The conference’s success was further underscored by the gender diversity, with approximately 52% of participants identifying as female, 44% as male, and 1.5% as non-binary (Figure 4).

Reported gender breakdown of registrations.
Fig. 4 - Reported gender breakdown of registrations

EAAMO'23 included a wide range of participation from people with diverse demographics, as noted in the figure below. The conference had a substantial presence of attendees from LatinX, Black, Middle Eastern, North African, and indigenous backgrounds. This diverse mix of racial identities injected the conference with a sense of inclusiveness, unity, and diversity.

Reported race breakdown of registrations.
Fig. 5 - Reported race breakdown of registrations

EAAMO strives to foster an environment that not only embraces but prominently centers individuals from marginalized and underrepresented communities. We firmly believe that global reach and diversity of our participants significantly enriches the depth and breadth of the discussions and collaborations. Thus, EAAMO is committed to nurturing a diverse and inclusive academic community.

Financial assistance was provided in the form of: registration waivers (for both in-person and virtual attendance), travel grants and accommodation grants. We received more than 200 applications for need-based assistance and were able to grant over 100 in-person and virtual registration waivers, almost entirely for graduate students and young researchers. Overall, the conference had more than 100 students who were able to participate thanks to the lower registration fees for students, the registration waivers, and the travel grants.

Paper Submissions

A retrospective examination of the submissions over the years (Figure 6) reveals a positive trend in the interest and engagement with EAAMO. The inaugural MD4SG workshop in 2017 garnered 20 submissions and subsequently our endeavor has witnessed a large growth, reaching 140 submissions with the inaugural EAAMO in 2021 (conducted in a virtual format). This year, we are particularly thrilled to have reached 177 submissions, marking a substantial expansion in the scholarly discourse and engagement within the EAAMO community.

Number of submissions over years.
Fig. 6 - Number of submissions over years

Authors from over 20 countries across the globe (Figure 7), spanning various fields such as research, policymaking, and expertise, all shared a common dedication to enhancing equity and addressing issues in diverse application areas like education, labor, environment, healthcare, algorithmic fairness, and digital platforms. The conference, due to its interdisciplinary nature, attracted a large and diverse group of participants with backgrounds in computer science, operations research, economics, public policy, and the humanities. Many papers showcased a fusion of methodologies and insights from multiple domains, highlighting the conference’s holistic approach. All submitted papers underwent rigorous peer review by experts selected from relevant fields closely aligned with the conference’s themes. We extend our gratitude to 80 reviewers and 20 area chairs who ensured the quality of accepted papers.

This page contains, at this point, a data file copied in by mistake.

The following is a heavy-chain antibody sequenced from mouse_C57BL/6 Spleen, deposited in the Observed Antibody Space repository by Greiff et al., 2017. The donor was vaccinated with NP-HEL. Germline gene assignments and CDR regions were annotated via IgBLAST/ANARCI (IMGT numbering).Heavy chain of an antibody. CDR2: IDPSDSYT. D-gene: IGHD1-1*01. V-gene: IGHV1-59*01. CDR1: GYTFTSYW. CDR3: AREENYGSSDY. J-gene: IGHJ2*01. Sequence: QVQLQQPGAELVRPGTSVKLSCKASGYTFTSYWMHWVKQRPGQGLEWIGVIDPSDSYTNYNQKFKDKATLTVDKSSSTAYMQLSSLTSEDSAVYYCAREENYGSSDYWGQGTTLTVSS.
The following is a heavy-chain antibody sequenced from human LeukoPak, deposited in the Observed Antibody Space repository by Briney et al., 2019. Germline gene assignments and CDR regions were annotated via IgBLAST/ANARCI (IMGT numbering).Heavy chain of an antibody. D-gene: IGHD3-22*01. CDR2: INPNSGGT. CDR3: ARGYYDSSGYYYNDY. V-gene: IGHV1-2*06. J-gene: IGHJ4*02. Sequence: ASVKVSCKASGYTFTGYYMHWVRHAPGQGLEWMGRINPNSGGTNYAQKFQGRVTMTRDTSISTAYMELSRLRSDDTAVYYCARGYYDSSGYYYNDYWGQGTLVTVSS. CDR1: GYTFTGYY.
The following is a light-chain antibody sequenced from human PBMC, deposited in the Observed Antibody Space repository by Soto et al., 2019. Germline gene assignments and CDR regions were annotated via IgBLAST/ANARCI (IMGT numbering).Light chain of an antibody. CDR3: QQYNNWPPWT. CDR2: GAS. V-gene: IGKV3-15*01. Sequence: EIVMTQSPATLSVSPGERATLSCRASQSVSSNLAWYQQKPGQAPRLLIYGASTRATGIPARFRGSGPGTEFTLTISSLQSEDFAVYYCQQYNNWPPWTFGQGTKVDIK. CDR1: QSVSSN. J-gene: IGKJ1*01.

Countries of EAAMO23 authors.
Fig. 7 - Countries of EAAMO'23 authors

Among the submissions received, a total of 30 were chosen for oral presentations, and an additional 58 were selected for the poster session. Within this selection, 30 papers are included in the third volume of the conference’s archival track within the Proceedings of EAAMO ‘23: Equity and Access in Algorithms, Mechanisms, and Optimization published by the ACM.

We are proud to highlight work where techniques from algorithms, optimization, and mechanism design, along with insights from the social sciences and humanistic studies, can help improve equity and access to opportunity for historically disadvantaged and underserved communities by presenting the following awards:

  • Best Paper Award: “Equal Pay for Similar Work” authored by Diego Gentile, Fuhito Kojima, and Bobby Pakzad-Hurson.
  • Best Student Paper Award: “30 Million Canvas Records Reveal Widespread Sequential Bias and System-design Induced Surname Initial Disparity in Grading” authored by Jiaxin Pei, Zhihan Wang, and Jun Li.
  • New Horizons Award: “Common Voice and Accent Choice” authored by Kathy Reid and Elizabeth T. Williams.
  • New Horizons Honorable Mention: “A Critique of the 2021 National Institute of Justice Recidivism Forecasting Challenge” authored by Tobi Jegede, Marissa Gerchick, Amreeta Mathai, and Aaron Horowitz.
  • Theory Track Paper Award: “Design on Matroids: Diversity vs. Meritocracy” by Isa Hafalir, Fuhito Kojima, M. Bumin Yenmez, and Koji Yokote.
  • AI Track Paper Award: “Setting the Right Expectations: Algorithmic Recourse Over Time” authored by Joao Fonesca, Andrew Bell, Carlo Abrate, Francesco Bonchi, and Julia Stoyanovich.

As we reflect on the success of EAAMO’23, we eagerly anticipate the contributions that will be presented at EAAMO’24 (which will be held in San Luis Potosí, Mexico). It is our sincere hope that the collaborative spirit, fantastic papers & posters, and demonstrations in the previous conferences will inspire a diverse array of researchers, practitioners, and policymakers to submit their work. We look forward to your submissions and to welcoming you to EAAMO’24, where we will continue our commitment to advancing equity and access in the fields of algorithms, mechanisms, and optimization.